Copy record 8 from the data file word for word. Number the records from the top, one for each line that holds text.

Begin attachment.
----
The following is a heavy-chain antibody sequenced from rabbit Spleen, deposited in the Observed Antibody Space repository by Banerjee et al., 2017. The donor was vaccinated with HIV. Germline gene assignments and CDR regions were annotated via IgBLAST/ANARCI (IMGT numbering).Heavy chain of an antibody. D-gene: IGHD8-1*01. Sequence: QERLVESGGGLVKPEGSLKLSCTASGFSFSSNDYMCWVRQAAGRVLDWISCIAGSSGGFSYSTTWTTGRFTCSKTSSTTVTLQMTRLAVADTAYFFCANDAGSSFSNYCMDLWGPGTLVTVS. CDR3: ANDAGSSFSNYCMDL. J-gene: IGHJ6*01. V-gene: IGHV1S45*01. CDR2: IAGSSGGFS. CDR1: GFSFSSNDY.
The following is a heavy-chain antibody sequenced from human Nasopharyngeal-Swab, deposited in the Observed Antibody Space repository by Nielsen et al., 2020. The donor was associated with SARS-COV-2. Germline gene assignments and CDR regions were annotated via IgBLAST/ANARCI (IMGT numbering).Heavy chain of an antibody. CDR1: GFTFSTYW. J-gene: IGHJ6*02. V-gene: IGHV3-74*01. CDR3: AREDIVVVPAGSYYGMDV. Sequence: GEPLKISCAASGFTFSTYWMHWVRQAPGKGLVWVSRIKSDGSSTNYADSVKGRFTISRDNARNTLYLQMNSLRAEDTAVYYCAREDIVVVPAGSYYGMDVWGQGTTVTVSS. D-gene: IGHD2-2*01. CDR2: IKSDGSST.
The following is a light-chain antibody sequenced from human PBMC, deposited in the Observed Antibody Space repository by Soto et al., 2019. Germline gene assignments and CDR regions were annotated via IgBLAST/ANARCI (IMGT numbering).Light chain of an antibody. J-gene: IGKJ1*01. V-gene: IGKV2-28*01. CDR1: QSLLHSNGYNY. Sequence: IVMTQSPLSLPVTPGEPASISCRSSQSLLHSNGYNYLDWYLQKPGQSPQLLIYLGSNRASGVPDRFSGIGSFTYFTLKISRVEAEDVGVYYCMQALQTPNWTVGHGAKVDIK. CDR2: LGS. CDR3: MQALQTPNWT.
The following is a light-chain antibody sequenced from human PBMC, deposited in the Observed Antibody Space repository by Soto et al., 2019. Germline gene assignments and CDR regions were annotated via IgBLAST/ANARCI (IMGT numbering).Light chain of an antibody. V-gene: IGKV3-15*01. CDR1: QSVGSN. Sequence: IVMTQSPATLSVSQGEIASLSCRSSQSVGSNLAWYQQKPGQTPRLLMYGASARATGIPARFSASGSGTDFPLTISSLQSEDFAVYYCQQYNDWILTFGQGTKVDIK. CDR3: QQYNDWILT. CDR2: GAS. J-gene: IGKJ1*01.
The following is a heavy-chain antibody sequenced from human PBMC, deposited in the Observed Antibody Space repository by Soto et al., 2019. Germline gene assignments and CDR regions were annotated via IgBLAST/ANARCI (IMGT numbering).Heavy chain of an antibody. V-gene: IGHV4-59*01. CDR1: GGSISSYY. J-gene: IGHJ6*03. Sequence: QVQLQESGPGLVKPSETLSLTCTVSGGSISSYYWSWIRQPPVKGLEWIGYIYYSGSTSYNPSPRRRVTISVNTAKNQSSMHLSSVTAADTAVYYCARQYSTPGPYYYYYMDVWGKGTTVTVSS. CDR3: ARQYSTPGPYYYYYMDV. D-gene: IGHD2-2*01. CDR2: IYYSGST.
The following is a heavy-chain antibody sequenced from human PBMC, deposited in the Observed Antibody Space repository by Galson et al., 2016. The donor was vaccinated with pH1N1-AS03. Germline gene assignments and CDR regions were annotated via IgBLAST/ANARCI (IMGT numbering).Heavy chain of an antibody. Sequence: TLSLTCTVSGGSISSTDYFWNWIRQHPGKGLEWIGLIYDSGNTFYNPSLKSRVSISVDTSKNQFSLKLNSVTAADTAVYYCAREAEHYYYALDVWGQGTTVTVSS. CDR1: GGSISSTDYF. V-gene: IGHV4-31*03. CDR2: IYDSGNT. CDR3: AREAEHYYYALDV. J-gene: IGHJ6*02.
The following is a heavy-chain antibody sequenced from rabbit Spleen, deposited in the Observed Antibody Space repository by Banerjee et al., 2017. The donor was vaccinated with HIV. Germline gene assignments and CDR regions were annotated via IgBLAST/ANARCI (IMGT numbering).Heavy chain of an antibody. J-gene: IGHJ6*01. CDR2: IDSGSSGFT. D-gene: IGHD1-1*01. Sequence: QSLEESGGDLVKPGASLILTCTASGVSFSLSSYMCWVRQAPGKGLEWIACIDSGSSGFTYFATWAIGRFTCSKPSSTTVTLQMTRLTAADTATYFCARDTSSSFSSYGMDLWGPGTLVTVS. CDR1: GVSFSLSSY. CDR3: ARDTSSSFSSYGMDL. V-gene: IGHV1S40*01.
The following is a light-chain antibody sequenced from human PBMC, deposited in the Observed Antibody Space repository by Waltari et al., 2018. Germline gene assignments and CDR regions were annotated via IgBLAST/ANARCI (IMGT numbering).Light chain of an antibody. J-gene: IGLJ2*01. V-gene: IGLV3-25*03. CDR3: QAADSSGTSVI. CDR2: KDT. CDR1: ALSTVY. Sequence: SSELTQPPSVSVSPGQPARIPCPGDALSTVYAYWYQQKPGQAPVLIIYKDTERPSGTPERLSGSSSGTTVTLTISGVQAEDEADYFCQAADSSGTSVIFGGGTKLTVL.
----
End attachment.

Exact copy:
The following is a light-chain antibody sequenced from human PBMC, deposited in the Observed Antibody Space repository by Waltari et al., 2018. Germline gene assignments and CDR regions were annotated via IgBLAST/ANARCI (IMGT numbering).Light chain of an antibody. J-gene: IGLJ2*01. V-gene: IGLV3-25*03. CDR3: QAADSSGTSVI. CDR2: KDT. CDR1: ALSTVY. Sequence: SSELTQPPSVSVSPGQPARIPCPGDALSTVYAYWYQQKPGQAPVLIIYKDTERPSGTPERLSGSSSGTTVTLTISGVQAEDEADYFCQAADSSGTSVIFGGGTKLTVL.